A former hostage of the Islamic State terrorist group in Syria says he recognizes the man suspected of carrying out the deadly attack at the Jewish Museum of Belgium as one of his captors who would regularly torture prisoners.
The revelation, if true, lends further weight to concerns voiced by European officials over the dangers of homegrown Islamic radicals returning to the West after traveling to the Middle East to fight alongside extremist militant groups.
The testimony of French journalist Nicolas Henin offers a rare glimpse into the Islamic State’s managing of hostages, which to now has been documented mostly in images posted online by supporters of the militant group.
The Wall Street Journal reported that Henin was abducted by the Islamic State and held along with American reporters James Foley and Steven Sotloff who were subsequently beheaded.
Henin said that Mehdi Nemmouche, the 29-year-old French national suspected of killing four at the Jewish museum in May, repeatedly beat him and other hostages in an Islamic State prison in Aleppo that had previously served as a hospital.
"I encountered him several times during my six months of captivity in Syria," Henin said on Saturday. Prisoners knew Nemmouche only by his nom de guerre "Abu Omar."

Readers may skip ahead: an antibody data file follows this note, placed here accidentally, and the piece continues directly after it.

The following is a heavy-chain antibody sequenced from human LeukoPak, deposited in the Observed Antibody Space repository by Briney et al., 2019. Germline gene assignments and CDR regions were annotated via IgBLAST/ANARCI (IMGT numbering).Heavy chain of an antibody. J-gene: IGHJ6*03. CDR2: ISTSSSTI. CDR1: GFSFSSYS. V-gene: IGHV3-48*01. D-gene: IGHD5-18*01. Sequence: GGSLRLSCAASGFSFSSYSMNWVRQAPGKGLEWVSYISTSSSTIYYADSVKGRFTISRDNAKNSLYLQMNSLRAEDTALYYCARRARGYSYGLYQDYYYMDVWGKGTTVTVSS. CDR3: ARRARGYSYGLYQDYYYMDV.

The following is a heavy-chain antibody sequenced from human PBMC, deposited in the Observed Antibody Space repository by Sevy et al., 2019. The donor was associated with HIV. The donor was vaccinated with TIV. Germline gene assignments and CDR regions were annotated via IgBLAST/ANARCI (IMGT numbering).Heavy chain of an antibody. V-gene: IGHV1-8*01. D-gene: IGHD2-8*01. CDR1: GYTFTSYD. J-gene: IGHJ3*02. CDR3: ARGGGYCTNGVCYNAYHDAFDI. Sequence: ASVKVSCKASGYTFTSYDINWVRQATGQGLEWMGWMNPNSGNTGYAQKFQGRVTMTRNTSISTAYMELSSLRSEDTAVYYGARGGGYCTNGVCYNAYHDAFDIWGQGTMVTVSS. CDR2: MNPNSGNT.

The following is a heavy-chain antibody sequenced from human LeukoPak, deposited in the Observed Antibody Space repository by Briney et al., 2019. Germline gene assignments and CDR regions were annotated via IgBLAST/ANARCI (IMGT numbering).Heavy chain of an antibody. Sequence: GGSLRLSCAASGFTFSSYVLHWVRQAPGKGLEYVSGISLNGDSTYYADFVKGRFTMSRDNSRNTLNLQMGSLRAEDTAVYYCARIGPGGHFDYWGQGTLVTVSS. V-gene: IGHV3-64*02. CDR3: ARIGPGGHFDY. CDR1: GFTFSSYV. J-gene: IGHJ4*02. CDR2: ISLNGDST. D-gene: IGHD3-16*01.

Henin told reporters that he recognized Nemmouche when he was shown a video as part of an investigation about which he provided no further details.
"After beating me up, he would show me his gloves. He was very proud of his motorcycle gloves. He told me he had bought them especially for me," Henin said, according to Reuters. "I do not know if other Western hostages were mistreated but I could hear him torture Syrian prisoners."
French journalist and former hostage in Syria Nicolas Henin gives a press conference at Le Point newspaper headquarters on September 6, 2014 in Paris. Henin claims that Mehdi Nemmouche, alleged killer of the Jewish museum in Brussels, was one of his guards when he was detained in Syria. (Photo: Alain Jocard/AFP/Getty Images)
Le Point, a French weekly news magazine, on Saturday published an article by Henin detailing his experience as a hostage for ten months after being kidnapped in June 2013.
"When Nemmouche was not singing, he was torturing," Henin wrote in Le Point, Reuters reported.
“He was part of a small group of Frenchmen whose visits would terrify the 50-odd Syrian prisoners held in the cells nearby,” Henin wrote according to AFP. "Every night the blows would start raining down in the room, where I was also interrogated. The torture lasted all night, until dawn prayers."
A police source confirmed to AFP that the freed French hostages recognized the Belgium shooting suspect from photographs.
"Nemmouche was one of his jailers,” Henin's layer Marie-Laure Ingouf told AFP. "All the hostages confirm this. They lived alongside him for several months."
The suspect’s lawyer, Apolin Pepiezep, would not comment to the Wall Street Journal about the allegation that Nemmouche had been at the Islamic State prison and questioned if the French journalist was in a position to recognize his client.
Nemmouche, a French citizen of Algerian descent, is scheduled to appear in court in Belgium on Friday.